Mardi Gras Crime Reports

As parties go, it’s hard to beat the jubilation of Mardi Gras. Derived from the region’s deep French roots and injected with plenty of Cajun culture, the festivities are a point of pride for New Orleans natives, giving proof to the city’s boundless spirit through the decades. Although associated parades occur over several weeks, the real action heats up around Fat Tuesday, a day for letting loose before Lent in the Christian tradition. Count on plenty of bands, booze, and beads – and not of the rosary variety.

But along with all the good-hearted debauchery, does Mardi Gras occasion more serious criminality as well? We set out to answer that question, studying 2017 crime data from across the Big Easy over a 36-hour period between Fat Tuesday and the following morning. We pinpointed the times and places where crimes happened and which offenses were the most common as the holiday went on. To find out where to be wary on your next Mardi Gras trip, dive into our results below.

Festivities and Felonies

While the French Quarter may be best known for its rich history and boozy hijinks, it’s also an epicenter of crime during carnival season. The neighborhood played host to 18 percent of crimes committed during the period studied. Crimes in such tourist-intensive areas are a consistent concern for local law enforcement and incite worry that reports of violence and theft will discourage future visitors. In response to the recent public concern, the city has turned to monitoring crime remotely, using a sophisticated system of video cameras to catch and deter perpetrators.

Although the French Quarter’s bars and nightclubs stay lively until the early morning, our data indicate crime peaks much earlier during Mardi Gras celebrations. In 2017, crime was most frequent in the evening, with the highest hourly totals falling between 5-10 p.m. There may be a simple explanation for the decline in crime around midnight: At that time, police begin to usher revelers off Bourbon Street. Their midnight march puts a symbolic end to the holiday, but our data suggest it may be an effective crime deterrent as well.

Breaking the Law on Bourbon

Bourbon Street attracts revelers at any time of the year, but the French Quarter’s most notorious thoroughfare is the center of Mardi Gras mayhem. Unfortunately, our findings show not all partying happens peacefully, with an array of infractions occurring along the street. The biggest occurrence was a complaint or disturbance, which took place on virtually every corner studied. This trend isn’t hard to justify given the extreme degree of noise and intoxication the bar-filled street typically produces.

More concerning crimes were also troublingly frequent on Bourbon Street, however. Burglary, robbery, or theft happened on numerous occasions, including five times on the corner of Bourbon and St. Louis Street. Fights broke out quite often as well, although they were contained to the strip between Iberville and Toulouse. Lost property reports were even more frequent, although it’s difficult to say whether these incidents involved stolen items or just goods that partiers misplaced after a few too many shots.

Criminal Corners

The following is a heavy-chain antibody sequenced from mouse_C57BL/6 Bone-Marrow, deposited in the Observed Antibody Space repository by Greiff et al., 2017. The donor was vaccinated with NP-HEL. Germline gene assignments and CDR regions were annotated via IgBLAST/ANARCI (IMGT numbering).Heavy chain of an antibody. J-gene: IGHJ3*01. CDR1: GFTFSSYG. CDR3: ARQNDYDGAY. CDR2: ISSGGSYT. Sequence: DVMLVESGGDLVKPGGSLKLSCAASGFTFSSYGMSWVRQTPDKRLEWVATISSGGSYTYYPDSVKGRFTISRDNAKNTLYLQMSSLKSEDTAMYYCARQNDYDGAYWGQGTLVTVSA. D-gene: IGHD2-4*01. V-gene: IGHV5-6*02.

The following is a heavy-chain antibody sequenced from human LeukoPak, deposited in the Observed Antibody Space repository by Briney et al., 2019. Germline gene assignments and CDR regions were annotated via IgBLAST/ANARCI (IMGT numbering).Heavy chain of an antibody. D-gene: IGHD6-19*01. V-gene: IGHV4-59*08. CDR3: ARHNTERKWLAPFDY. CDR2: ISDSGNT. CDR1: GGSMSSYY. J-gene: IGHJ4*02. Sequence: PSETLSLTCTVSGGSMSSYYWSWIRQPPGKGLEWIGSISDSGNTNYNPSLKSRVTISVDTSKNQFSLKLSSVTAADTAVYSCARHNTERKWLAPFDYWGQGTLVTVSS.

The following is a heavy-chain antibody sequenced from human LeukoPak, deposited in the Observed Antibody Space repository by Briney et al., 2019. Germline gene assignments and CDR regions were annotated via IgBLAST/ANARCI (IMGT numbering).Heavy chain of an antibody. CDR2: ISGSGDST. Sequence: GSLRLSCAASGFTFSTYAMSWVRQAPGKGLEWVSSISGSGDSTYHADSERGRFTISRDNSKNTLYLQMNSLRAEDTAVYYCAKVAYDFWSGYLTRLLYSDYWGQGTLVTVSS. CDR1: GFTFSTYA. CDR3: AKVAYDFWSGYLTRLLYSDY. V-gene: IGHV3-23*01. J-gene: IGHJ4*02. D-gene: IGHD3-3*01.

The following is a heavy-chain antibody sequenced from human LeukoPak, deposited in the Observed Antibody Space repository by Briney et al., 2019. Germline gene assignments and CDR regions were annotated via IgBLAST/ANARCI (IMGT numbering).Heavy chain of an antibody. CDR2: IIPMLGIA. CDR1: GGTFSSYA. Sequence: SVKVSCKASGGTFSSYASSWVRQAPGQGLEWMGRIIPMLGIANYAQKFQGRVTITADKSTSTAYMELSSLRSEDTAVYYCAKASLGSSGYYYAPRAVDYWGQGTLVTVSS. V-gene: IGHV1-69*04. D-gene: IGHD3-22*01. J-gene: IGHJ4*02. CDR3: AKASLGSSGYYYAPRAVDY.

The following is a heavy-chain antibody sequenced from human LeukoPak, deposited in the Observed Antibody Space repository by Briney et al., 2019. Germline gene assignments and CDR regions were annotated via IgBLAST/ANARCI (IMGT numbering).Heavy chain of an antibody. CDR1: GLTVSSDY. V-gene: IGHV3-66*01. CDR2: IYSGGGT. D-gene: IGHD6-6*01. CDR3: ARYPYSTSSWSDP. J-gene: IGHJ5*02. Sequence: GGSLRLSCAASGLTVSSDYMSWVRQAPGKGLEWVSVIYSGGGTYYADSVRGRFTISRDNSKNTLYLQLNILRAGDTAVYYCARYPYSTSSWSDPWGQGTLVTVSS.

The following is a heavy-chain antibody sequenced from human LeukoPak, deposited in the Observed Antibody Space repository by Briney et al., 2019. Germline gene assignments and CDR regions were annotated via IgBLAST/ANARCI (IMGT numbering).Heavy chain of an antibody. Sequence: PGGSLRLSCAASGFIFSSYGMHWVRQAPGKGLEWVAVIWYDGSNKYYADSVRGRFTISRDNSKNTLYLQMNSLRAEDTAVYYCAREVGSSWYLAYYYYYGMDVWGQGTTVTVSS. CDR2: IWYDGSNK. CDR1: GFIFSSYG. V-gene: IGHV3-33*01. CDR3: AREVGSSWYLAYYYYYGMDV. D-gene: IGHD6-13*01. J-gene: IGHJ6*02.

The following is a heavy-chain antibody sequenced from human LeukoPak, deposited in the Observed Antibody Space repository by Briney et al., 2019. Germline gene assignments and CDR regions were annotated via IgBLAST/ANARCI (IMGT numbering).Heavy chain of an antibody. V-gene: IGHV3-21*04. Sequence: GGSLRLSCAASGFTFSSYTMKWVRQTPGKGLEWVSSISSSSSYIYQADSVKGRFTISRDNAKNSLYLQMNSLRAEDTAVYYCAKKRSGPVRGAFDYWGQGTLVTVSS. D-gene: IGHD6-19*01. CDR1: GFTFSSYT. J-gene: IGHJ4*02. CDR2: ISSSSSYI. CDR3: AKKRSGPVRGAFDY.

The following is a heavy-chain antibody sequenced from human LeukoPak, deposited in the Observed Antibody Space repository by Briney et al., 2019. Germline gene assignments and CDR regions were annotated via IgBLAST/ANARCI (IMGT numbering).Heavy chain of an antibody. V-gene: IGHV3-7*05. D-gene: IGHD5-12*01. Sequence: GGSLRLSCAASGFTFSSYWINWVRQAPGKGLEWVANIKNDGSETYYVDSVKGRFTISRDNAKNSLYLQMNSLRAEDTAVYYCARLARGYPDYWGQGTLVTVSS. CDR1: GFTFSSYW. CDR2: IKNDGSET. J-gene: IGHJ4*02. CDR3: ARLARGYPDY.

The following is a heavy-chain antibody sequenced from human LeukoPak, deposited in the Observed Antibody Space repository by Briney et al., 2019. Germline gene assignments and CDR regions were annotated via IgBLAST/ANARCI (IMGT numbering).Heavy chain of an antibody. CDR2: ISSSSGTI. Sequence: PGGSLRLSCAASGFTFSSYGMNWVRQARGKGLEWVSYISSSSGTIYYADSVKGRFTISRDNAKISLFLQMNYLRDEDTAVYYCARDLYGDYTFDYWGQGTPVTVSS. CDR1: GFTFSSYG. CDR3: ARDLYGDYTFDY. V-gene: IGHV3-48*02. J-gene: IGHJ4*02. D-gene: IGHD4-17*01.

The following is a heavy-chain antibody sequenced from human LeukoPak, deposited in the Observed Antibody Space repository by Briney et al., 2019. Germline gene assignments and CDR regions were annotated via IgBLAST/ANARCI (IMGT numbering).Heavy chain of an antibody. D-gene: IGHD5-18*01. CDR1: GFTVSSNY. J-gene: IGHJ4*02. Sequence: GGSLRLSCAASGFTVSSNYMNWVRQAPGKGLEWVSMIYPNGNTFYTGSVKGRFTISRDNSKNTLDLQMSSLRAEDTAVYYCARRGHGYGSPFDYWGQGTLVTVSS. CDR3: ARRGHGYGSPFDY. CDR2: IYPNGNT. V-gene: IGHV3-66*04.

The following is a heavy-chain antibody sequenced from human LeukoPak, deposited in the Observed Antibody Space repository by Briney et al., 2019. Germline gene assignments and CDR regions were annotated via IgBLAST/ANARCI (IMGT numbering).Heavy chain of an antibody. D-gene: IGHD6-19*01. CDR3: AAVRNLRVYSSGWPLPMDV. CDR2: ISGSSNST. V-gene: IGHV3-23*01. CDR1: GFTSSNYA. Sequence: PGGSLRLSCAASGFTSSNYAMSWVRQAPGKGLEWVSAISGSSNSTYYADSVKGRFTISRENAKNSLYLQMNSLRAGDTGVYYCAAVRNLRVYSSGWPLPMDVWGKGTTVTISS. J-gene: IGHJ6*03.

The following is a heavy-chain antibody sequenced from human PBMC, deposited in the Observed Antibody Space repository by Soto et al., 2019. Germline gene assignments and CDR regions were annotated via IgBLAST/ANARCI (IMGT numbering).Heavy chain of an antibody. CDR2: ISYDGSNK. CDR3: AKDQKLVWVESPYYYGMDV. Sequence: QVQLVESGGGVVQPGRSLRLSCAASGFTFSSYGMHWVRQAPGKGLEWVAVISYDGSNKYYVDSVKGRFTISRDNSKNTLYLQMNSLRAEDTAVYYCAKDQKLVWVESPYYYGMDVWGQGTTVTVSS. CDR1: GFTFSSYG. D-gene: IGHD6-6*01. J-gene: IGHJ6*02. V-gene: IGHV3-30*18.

Although our data suggest caution is required on Bourbon Street during Mardi Gras, some blocks produced more crime reports than others. The most criminal stretch was between St. Louis and Toulouse streets, with 26 reports during the period analyzed. That block also had the greatest number of theft reports, with a total of five. This fact should have travelers minding their wallets as they walk this stretch, as well as between Conti and St. Louis streets, where there were four.

Some stretches had more mixed records, such as the area between Bienville and Conti. Although this block had the fewest reports overall, it also led all others in fight, assault, or battery incidents. Conversely, the area between St. Peter and Orleans had no fighting reports but the most for lost property. Perhaps as revelers near the end of their walk down Bourbon, they realize they’ve lost their phones or wallets somewhere along the way.

Being Safe in the Big Easy

Our data demonstrate a need for vigilance on Mardi Gras, for tourists and residents alike. But our figures should not detract from a rich tradition of revelry in a city unlike any other. In fact, the holiday typically draws about 1.4 million people to New Orleans, allowing them to experience everything the Big Easy has to offer. Given the size of that crowd, it’s safe to assume the vast majority in attendance can enjoy themselves without being impacted by crime.

Still, our findings suggest no Mardi Gras trip is complete without taking a few precautions. If you’re planning to party on Bourbon Street, keep your phone and wallet secured at all times and inaccessible to pickpockets. And while we can’t blame you for getting a little loose during the celebrations, keep close tabs on how you and your friends drink. Getting too intoxicated will make it hard to make safe choices – and ultimately recall the New Orleans experience once Mardi Gras is over.

Methodology

We collected all 2017 crime data for New Orleans from data.nola.gov. We filtered for data from Mardi Gras 2017 (from Feb. 28 to March 1, 2017, at 12 p.m., to account for arrests after midnight on Mardi Gras) – a 36-hour period.

For Bourbon Street, we looked at crimes geotagged within one block of Bourbon Street.

For each street, we looked at crimes between each block on Bourbon Street. In some cases, crimes were located less than one quarter of the way down an intersecting streets.

In some cases, crimes may overlap between two sets of streets if the crime location was in the middle of an intersection. These crimes were listed for both streets.

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